In Memoriam: Nora Ephron
"Well, it was a million tiny little things that, when you added them all up, they meant we were supposed to be together... and I knew it. I knew it the very first time I touched her. It was like coming home... only to no home I'd ever known... I was just taking her hand to help her out of a car and I knew. It was like... magic." — Sam, speaking of his late wife, in Sleepless in Seattle.
This one hurts. We're getting used to the idea that people are living, and working, longer, and I guess that's why it's a shock, strange as that may seem, when a beloved writer dies at 71. But she was so young! you want to say, and really what you mean is: She wasn't done yet! and - We hadn't had enough of her.
Ephron's career as an essayist has gotten its props over the years, i.e. People who know humor, and how hard it is to make it seem so effortless, have long admired and praised her work in this often gnarly and abused form. But Ephron's career as a screenwriter has never gotten the respect it deserves.
Say what you will about Sleepless in Seattle, her collaboration with Jeff Arch and David S. Ward, but it's got one of the most original story concepts in romantic comedy-dom, and it's chockful of wonderfully modulated comedic and poignant moments. And in case you've forgotten (or for shame, are not familiar with it), I've got one word for you: Silkwood (written with Alice Arlen). It's a killer screenplay, period, with superb characterization work.
The big one, of course, is When Harry Met Sally... I've written extensively about this classic, in my book on writing rom-coms, and on this blog. If you've just re-viewed it, in tribute to Nora, you might enjoy this post about one of the greatest set-pieces in rom-com history ("I'll have what she's having"), and this post about the movie's climax, which contains one of the most influential speeches in the genre.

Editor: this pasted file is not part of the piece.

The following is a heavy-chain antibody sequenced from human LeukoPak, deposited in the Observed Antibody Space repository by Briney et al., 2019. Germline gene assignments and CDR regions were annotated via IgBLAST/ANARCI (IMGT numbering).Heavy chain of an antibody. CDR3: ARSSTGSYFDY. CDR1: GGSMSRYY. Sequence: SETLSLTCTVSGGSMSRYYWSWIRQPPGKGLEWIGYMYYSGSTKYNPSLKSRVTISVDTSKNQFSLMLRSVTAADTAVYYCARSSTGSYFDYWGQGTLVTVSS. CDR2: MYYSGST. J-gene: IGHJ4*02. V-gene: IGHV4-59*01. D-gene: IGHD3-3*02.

But the screenplay as published, with an insightful and profoundly witty introduction by Ephron, quietly exposes what's a true tour de force. WHMS is arguably the greatest dialogue-driven, talking heads-fest of a romantic comedy ever penned - a grand exception to the rule that movies must be primarily about action and images.
The finished film has all that, too, due to some canny directing by Rob Reiner. But my god: Just look at all the white space on these pages! Do you have any idea how hard it is, to pull this off? Many a rom-com screenwriter since has attempted such a feat and failed. Yes, the structure is brilliant, and the thematic hook remains marvelously compelling, but this is a film that lives and dies almost entirely on the strength of its spoken words. And it's just loaded with great lines.
For this film alone Ephron joins the comedy immortals, but as many other memorials are no doubt detailing, her books and her essays will live on, as well. What many of us will miss is her presence. I never knew Nora personally, but had the honor of sharing the screen with her, so to speak, in a British documentary on the rom-com genre: There are a few moments over the course of it where the filmmakers cut from me pontificating, to her talking, and in truth, that's the thing about the doc that I've always treasured the most. Me and Ephron - we were like this!
The presence I'm talking about, though, has more to do with knowing she was around, as a female screenwriter and director, making movies - making the point that women could be funny, for god's sake, and brilliant, and powerful, and indelible in the culture at large. She was anything but the norm in an industry that's still laughably sexist. And she leaves a big space that will never be filled - not the way Nora Ephron filled it.
Woman-shwoman, she was a class act. And one of the things most endearing about her work was how she drew our attention to a million tiny little things - those peculiar, funny details found in everyday life that another writer might have ignored, often because they were so seemingly small and "normal."
Her very attention to the quotidian is probably what made a lot of cinefiles and hipsters fail to take her seriously, but it's just this that I'll always love about her work. She found a little bit of magic in the mundane. She held these tiny things up to the light and made them sparkle, and made us laugh and cry. What more can you ask of an artist in this crazy world? I've admired her all my life, and now I'm always going to miss her.